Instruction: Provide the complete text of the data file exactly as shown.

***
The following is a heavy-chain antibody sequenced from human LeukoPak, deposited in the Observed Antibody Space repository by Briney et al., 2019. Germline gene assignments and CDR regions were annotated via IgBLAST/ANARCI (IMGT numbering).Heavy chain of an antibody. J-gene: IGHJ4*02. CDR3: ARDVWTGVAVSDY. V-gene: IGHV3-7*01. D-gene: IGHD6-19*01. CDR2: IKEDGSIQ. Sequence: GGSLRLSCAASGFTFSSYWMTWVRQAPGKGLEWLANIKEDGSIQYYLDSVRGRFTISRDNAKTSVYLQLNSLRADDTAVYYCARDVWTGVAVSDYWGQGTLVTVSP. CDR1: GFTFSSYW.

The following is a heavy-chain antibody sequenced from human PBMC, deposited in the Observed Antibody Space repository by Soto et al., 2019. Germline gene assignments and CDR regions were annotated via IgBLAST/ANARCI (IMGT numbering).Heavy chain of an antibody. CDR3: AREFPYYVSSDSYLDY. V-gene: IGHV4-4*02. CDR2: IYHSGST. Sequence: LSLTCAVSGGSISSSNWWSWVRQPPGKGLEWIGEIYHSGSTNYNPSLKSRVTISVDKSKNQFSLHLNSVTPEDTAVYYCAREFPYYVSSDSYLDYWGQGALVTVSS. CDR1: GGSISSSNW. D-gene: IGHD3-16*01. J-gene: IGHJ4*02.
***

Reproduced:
The following is a heavy-chain antibody sequenced from human LeukoPak, deposited in the Observed Antibody Space repository by Briney et al., 2019. Germline gene assignments and CDR regions were annotated via IgBLAST/ANARCI (IMGT numbering).Heavy chain of an antibody. J-gene: IGHJ4*02. CDR3: ARDVWTGVAVSDY. V-gene: IGHV3-7*01. D-gene: IGHD6-19*01. CDR2: IKEDGSIQ. Sequence: GGSLRLSCAASGFTFSSYWMTWVRQAPGKGLEWLANIKEDGSIQYYLDSVRGRFTISRDNAKTSVYLQLNSLRADDTAVYYCARDVWTGVAVSDYWGQGTLVTVSP. CDR1: GFTFSSYW.

The following is a heavy-chain antibody sequenced from human PBMC, deposited in the Observed Antibody Space repository by Soto et al., 2019. Germline gene assignments and CDR regions were annotated via IgBLAST/ANARCI (IMGT numbering).Heavy chain of an antibody. CDR3: AREFPYYVSSDSYLDY. V-gene: IGHV4-4*02. CDR2: IYHSGST. Sequence: LSLTCAVSGGSISSSNWWSWVRQPPGKGLEWIGEIYHSGSTNYNPSLKSRVTISVDKSKNQFSLHLNSVTPEDTAVYYCAREFPYYVSSDSYLDYWGQGALVTVSS. CDR1: GGSISSSNW. D-gene: IGHD3-16*01. J-gene: IGHJ4*02.